Year after year Kansas Citians repeatedly say No! to expensive schemes for rail transit. I am Greg Allen and I have lived and worked in Midtown Kansas City for 40 years. I and many of my friends have repeatedly opposed rail projects, whether sprung from the imagination of Clay Chastain or hatched from millions of dollars of "study" by our City Government.
Kansas Citians know that street cars or light rail or commuter rail -- whatever you call it -- is transportation along a fixed line -- in effect, trains in a slot. The people know that you have to find a way to get to the slot and you have to find a way to leave the slot and reach your destination. The people know that rail transit is no solution for the transportation needs of dispersed American cities. We know that rail transit is all cost and little or no reward. It will never be adopted by riders in any number commensurate with its cost. It is a joyride for a relatively small number of enthusiasts.
Equally troubling about Question A, City Government's current effort to promote street cars, is that taxes are planned, only in central Kansas City, that would be inflicted largely on poor households and people on fixed incomes. This is perhaps the most unfair financial engineering to date to promote a transit project in this city. It is nothing less than robbing the poor to build touristy-frou-frou. These taxes would apply to food and medications. Even charitable institutions would pay. And we're talking a half billion dollars in cost to serve some areas that already have plenty of relatively economical bus service, including the MAX service on Main Street.
When the argument for rail transit as a transportation strategy fails, rail enthusiasts switch the case to economic development. But moving a few people in street cars won't create development. The existence of a rail line may influence some developers to build nearby, which is strictly a locational effect. What is built one place won't be built elsewhere, and typically locational effects are greatly influenced by cities concentrating development subsidies in an effort to vindicate their high cost and low return rail experiments. After all the promises, something has to happen -- made to happen if need be. Incentives rain in a torrent alongside the rail line while other parts of town go begging for development.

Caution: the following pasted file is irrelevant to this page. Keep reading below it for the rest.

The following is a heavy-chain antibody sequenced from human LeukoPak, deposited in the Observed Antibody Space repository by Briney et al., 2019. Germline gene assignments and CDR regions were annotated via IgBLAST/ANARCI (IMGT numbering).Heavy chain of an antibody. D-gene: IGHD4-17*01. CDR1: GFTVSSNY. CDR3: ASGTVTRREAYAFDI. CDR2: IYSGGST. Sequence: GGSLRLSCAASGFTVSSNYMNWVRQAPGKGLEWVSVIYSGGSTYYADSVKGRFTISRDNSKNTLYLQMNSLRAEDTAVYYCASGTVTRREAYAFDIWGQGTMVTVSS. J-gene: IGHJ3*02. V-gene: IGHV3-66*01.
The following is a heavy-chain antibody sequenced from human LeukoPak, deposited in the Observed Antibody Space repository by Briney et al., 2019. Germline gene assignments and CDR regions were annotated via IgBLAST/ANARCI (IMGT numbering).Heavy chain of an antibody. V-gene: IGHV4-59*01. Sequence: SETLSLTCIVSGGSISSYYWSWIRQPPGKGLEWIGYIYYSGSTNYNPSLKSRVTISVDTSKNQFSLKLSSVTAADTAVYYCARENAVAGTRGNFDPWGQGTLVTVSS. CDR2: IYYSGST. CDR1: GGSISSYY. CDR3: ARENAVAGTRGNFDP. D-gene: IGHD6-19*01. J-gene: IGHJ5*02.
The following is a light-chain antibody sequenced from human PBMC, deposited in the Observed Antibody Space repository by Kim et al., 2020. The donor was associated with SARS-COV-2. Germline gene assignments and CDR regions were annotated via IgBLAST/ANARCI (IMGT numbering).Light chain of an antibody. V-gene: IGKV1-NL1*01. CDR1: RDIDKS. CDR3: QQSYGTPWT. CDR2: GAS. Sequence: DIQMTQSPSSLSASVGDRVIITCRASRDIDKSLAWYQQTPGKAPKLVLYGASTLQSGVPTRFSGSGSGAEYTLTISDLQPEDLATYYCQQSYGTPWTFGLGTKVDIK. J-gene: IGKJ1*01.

When promoters run out of other arguments, their last resort to shill rail dreams seems to be that you must have street cars or other rail transit because it is "cool." I say Kansas City is plenty cool without a half billion dollars wasted on frilly street cars. Kansas City would be far more cool if City Government would take care of basic needs and infrastructure that go wanting. Kansas City would be way more cool if City Government would get out of the way and permit ride-sharing here. If you want real innovation, don't spend a half billion dollars on street cars, an "innovation" from 150 years ago. Let Uber and Lyft operate here and enhance the effectiveness and efficiencies of personal transportation with ride sharing.
Kansas City would be way more cool if we actually addressed the transportation needs of those who are most without -- the poor, the elderly and those with special needs. They don't benefit from trains in slots. A city that works and delivers on basic responsibilities is cool. A city that denies the obvious and wastes resources on dinosaur transportation schemes is not cool at all. And emulating even one hundred other cities won't make a bad idea a good one.
Demand better of public officials. It doesn't seem to happen otherwise. STOP THIS TRAIN WRECK. Say no -- again-- to rail transit. The rail interests have powerful sway and are eager to raid your pocketbook. Say No. It is regrettable that we must be repetitious, but only repetition will assure that the people's voice will finally be heard.
- Greg Allen